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Explaining Production Inefficiency in China’s Agriculture using Data Envelope Analysis and Semi-Parametric Bootstrapping

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  • Monchuk, Daniel C.
  • Zhuo, Chen

Abstract

In this paper we examine more closely the factors associated with production inefficiency in China’s agriculture. The approach we take involves a two-stage process where output efficiency scores are first estimated using data envelope analysis (DEA), and then in the second stage, variation in the resulting efficiency scores are explained using a truncated regression model with inference based on a semi-parametric bootstrap routine. Among the results we find a heavy industrial presence is associated with reduced agricultural production efficiency and may be an indication that externalities from the industrial process, like air and ground water pollution, affect agricultural production. We also find evidence that counties with a large percentage of the rural labor force engaged in agriculture tend to be less efficient, which suggests that policies to facilitate the removal of labor from agriculture, but not necessarily from the rural areas, would bring about enhanced agricultural efficiency and calls into question policies that promote wholesale migration from rural areas. Sensitivity analysis indicates results are robust to influential observations and outliers.

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Paper provided by American Agricultural Economics Association (New Name 2008: Agricultural and Applied Economics Association) in its series 2008 Annual Meeting, July 27-29, 2008, Orlando, Florida with number 6456.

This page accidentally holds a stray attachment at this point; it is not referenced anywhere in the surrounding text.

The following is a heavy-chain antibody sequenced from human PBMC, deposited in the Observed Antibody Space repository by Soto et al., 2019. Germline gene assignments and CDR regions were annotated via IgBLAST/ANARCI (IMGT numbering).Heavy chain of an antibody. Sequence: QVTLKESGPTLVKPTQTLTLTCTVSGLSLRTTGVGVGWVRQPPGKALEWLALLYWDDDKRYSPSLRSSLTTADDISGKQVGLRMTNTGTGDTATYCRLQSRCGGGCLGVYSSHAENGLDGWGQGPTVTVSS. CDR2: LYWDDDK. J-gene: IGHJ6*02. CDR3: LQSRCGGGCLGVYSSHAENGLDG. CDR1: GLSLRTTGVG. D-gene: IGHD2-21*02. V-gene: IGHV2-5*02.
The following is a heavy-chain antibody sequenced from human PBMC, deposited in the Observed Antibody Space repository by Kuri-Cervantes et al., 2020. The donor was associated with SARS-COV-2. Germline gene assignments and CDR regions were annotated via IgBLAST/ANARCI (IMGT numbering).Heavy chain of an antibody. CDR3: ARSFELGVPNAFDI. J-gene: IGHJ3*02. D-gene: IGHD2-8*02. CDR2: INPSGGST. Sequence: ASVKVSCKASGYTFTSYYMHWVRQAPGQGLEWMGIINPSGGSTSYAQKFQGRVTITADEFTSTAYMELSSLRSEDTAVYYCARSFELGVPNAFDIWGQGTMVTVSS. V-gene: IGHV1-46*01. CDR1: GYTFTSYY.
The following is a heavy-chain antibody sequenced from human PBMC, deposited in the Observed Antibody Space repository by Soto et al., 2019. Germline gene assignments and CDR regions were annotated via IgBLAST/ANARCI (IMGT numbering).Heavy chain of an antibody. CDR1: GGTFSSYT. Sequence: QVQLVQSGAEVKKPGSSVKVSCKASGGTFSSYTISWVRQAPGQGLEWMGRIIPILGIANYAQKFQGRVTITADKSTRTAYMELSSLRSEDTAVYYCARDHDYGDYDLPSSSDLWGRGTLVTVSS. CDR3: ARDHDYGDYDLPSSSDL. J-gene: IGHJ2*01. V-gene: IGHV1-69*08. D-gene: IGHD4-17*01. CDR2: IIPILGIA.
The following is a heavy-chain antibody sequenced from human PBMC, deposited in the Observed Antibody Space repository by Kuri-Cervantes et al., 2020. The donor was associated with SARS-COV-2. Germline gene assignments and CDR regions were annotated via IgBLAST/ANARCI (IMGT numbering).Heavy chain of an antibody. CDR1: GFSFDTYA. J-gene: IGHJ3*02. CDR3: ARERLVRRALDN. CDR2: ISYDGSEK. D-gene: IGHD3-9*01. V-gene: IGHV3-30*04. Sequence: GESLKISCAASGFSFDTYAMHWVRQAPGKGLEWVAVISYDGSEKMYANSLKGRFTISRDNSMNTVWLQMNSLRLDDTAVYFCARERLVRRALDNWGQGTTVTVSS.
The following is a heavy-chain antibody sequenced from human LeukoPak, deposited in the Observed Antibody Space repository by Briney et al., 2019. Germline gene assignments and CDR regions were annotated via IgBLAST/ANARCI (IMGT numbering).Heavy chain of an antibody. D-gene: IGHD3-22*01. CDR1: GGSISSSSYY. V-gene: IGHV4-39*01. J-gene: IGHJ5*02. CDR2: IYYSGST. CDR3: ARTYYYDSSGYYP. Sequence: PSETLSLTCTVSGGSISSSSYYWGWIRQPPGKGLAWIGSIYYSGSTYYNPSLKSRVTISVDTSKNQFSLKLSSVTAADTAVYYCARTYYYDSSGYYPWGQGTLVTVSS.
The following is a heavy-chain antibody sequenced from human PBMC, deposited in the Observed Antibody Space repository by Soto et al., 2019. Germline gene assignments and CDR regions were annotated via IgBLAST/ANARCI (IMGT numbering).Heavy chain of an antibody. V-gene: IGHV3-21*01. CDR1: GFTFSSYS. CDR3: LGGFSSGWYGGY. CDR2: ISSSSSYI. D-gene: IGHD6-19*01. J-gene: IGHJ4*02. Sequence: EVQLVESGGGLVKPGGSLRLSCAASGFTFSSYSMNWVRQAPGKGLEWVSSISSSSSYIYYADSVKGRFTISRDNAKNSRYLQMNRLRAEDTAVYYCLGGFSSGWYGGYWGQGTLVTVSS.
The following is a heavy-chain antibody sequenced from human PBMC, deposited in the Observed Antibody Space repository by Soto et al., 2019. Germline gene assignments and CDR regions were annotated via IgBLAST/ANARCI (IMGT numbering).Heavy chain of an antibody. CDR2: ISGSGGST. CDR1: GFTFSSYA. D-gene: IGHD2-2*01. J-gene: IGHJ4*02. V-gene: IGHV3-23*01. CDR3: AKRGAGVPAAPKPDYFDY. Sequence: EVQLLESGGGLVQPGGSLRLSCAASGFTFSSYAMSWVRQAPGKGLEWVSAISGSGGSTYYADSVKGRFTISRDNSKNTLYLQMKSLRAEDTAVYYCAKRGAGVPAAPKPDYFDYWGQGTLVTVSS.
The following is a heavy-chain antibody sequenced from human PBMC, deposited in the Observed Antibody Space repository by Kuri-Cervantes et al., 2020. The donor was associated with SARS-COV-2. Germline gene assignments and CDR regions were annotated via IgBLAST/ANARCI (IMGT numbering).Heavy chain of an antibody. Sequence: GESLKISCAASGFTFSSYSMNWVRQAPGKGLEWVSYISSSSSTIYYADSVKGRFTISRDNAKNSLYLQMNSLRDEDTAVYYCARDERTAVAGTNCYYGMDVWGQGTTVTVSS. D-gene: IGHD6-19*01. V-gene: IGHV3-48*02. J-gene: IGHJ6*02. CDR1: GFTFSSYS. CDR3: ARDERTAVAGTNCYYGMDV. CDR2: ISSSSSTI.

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Date of creation: 2008
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Handle: RePEc:ags:aaea08:6456

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Keywords: China's agriculture; DEA; bootstrapping; technical efficiency; Production Economics; C14; Q1; R5;

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  1. Abdulai, Awudu & Huffman, Wallace, 2000. "Structural Adjustment and Economic Efficiency of Rice Farmers in Northern Ghana," Staff General Research Papers 5100, Iowa State University, Department of Economics.
  2. Tulkens, Henry & Vanden Eeckaut, Philippe, 1995. "Non-parametric efficiency, progress and regress measures for panel data: Methodological aspects," European Journal of Operational Research, Elsevier, vol. 80(3), pages 474-499, February.
  3. Simar, Leopold & Wilson, Paul W., 2007. "Estimation and inference in two-stage, semi-parametric models of production processes," Journal of Econometrics, Elsevier, vol. 136(1), pages 31-64, January.
  4. Konstantinos Giannakas & Kien C. Tran & Vangelis Tzouvelekas, 2003. "On the choice of functional form in stochastic frontier modeling," Empirical Economics, Springer, vol. 28(1), pages 75-100, January.
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  6. Fan, Shenggen & Zhang, Xiaobo, 2002. "Production and Productivity Growth in Chinese Agriculture: New National and Regional Measures," Economic Development and Cultural Change, University of Chicago Press, vol. 50(4), pages 819-38, July.
  7. Jean-Paul Chavas & Ragan Petrie & Michael Roth, 2005. "Farm Household Production Efficiency: Evidence from The Gambia," American Journal of Agricultural Economics, Agricultural and Applied Economics Association, vol. 87(1), pages 160-179.
  8. Timo Kuosmanen & Diemuth Pemsl & Justus Wesseler, 2006. "Specification and Estimation of Production Functions Involving Damage Control Inputs: A Two-Stage, Semiparametric Approach," American Journal of Agricultural Economics, Agricultural and Applied Economics Association, vol. 88(2), pages 499-511.
  9. Jirong Wang & Eric J. Wailes & Gail L. Cramer, 1996. "A Shadow-Price Frontier Measurement of Profit Efficiency in Chinese Agriculture," American Journal of Agricultural Economics, Agricultural and Applied Economics Association, vol. 78(1), pages 146-156.
  10. Carter, Colin A. & Chen, Jing & Chu, Baojin, 2003. "Agricultural productivity growth in China: farm level versus aggregate measurement," China Economic Review, Elsevier, vol. 14(1), pages 53-71.
  11. Maria Alberta Oliveira & Carlos Santos, 2005. "Assessing school efficiency in Portugal using FDH and bootstrapping," Applied Economics, Taylor & Francis Journals, vol. 37(8), pages 957-968.
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